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Fashion and sustainability in March 2023

By Simone Preuss


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Tree Girl. Illustration: Jackie Mallon

March witnessed some highlights in terms of the fashion industry's sustainability efforts: A study showed that social media is one of the most influential sources of sustainability information for consumers, while luxury brands Sonia Carrasco, MaisonCléo and Rabôt and young labels Vernisse, Quinta Maso, Fateeva and Re49 Shoes proved how fashionable sustainability and upcycling, respectively, can be.

Dutch clothing brand New Optimist offered the most innovative approach by introducing a deposit system for its clothing. This month, FashionUnited also contributed with a new sustainable fashion section designed to promote knowledge sharing in the industry.


The OECD Forum on Due Diligence in the Garment and Footwear Sector, which took place from 16th to 17th February in Paris, was all about how to avoid greenwashing. Regulation, harmonisation and the tricky issue of communicating complex sustainability claims to consumers were among the subjects discussed as well as the challenges and opportunities of adopting circular business models.

A related podcast shed light on the role of legislation in (sustainable) fashion while this article looked at what new environmental regulation and a greenwashing crackdown could mean for the fashion industry. The UK government, meanwhile, is set to announce a green tax on imports from polluting factories. Animal rights organisation PETA pressured fast fashion brand H&M to reveal its down suppliers.


The French biochemistry company Carbios has joined Ellen MacArthur’s Circular Economy Network with the collaborative intention to further accelerate a circular economy in the fashion industry while US fashion giant VF Corporation announced the closing of a 500 million euro green bond offering to support its sustainability initiatives at the beginning of the month.

PU comfort and insoles supplier OrthoLite and biochemistry company Novamont have collaborated to create a circular answer to traditional foams used in footwear called OrthoLite Cirql, which will go into production in the second half of 2023. “The world’s first circular foam material solution for footwear” is derived from a mixture of non-GMO traditional raw materials from plants and synthetic, biodegradable ones, and is said to be free of ever-lasting chemicals.

Second hand market place Poshmark and EnviroKlenz, provider of laundry solutions, announced their new partnership in cooperation with brand ambassadors to promote second hand shopping and reduce textile waste. By encouraging consumers to purchase second hand clothing and resell their own items that are still in good condition, the parties want to oppose the rise in fast fashion and push for more sustainability.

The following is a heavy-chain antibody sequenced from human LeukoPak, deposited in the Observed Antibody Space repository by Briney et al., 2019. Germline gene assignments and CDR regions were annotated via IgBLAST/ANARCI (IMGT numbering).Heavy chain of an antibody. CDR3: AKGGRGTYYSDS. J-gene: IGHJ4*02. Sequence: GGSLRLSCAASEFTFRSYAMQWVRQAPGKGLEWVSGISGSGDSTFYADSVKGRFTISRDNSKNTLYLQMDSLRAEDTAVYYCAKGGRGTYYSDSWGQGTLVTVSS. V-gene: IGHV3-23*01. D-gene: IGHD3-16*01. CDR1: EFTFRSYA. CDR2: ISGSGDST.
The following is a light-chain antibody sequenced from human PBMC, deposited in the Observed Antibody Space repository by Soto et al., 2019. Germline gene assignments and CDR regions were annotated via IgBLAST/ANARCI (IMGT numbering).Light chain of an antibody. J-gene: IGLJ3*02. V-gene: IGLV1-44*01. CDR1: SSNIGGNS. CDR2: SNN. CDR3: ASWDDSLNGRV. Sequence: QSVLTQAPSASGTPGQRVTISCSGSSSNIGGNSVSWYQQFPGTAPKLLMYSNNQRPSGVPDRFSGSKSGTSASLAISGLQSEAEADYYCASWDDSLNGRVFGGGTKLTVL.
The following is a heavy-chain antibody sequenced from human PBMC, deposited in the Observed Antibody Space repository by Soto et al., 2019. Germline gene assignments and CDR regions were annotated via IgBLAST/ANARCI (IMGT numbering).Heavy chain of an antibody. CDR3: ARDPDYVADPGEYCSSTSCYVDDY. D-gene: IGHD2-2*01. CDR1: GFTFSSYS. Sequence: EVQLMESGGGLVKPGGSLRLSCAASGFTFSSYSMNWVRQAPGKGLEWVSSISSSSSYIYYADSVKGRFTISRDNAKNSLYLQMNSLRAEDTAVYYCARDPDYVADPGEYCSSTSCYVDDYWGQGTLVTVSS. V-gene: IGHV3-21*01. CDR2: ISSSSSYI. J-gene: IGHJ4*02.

Material science competition the Tom Ford Plastic Innovation Prize, created by the fashion designer in partnership with non-profit Lonely Whale, has named Sway, Zerocircle and Notpla as the three winners who will receive investment from its 1.2 million US dollar prize purse to help scale their marine-safe and biologically degradable alternatives to traditional thin-film plastic made from fossil fuels.


Allbirds is working on a shoe with zero CO2 emissions. Stella McCartney, meanwhile, presented the world's first garment made from Radiant Matter's plastic-free, plant-based sequins, while Danish fashion brand Ganni has introduced a new in-house recycling initiative to recycle its cut-off production scraps, which amount to 12 tonnes annually, and reintroduce them into production.

Clothing discounter Primark has started a series of durability and repair initiatives to educate its consumers on how to repair their clothes so that they can “be loved and worn for longer”. Fashion and lifestyle brand Toast was thinking along the same lines but has done the repairs for its customers and launched a collection of one-of-a-kind “creatively repaired pieces for increased longevity” to demonstrate “the beauty in the process of repairs”.

Resale & vintage

American premium workwear brand Carhartt has launched a resale and consumer trade-in programme to extend the life of its products in partnership with Trove. The provider of resale and trade-in services for fashion brands has also launched its inaugural Brand Resale Index in March, which evaluates resale adoption and trends across 40 brands spanning fashion/apparel, outdoor, footwear and luxury.

Fashion retailer H&M US meanwhile announced a partnership with consignment company ThredUp to extend its resale scheme “H&M Pre-Loved” to the US market. Fashion and lifestyle brand Juicy Couture has teamed up with Recurate, a leader in circular economy technology, to launch its own peer-to-peer resale marketplace “Rejuiced”.

The New York-based vintage market, The Manhattan Vintage Show, has announced its return this spring, including a wide variety of vintage fashion, accessories, fine jewellery and textiles from more than 90 independent vendors.

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Sustainable Fashion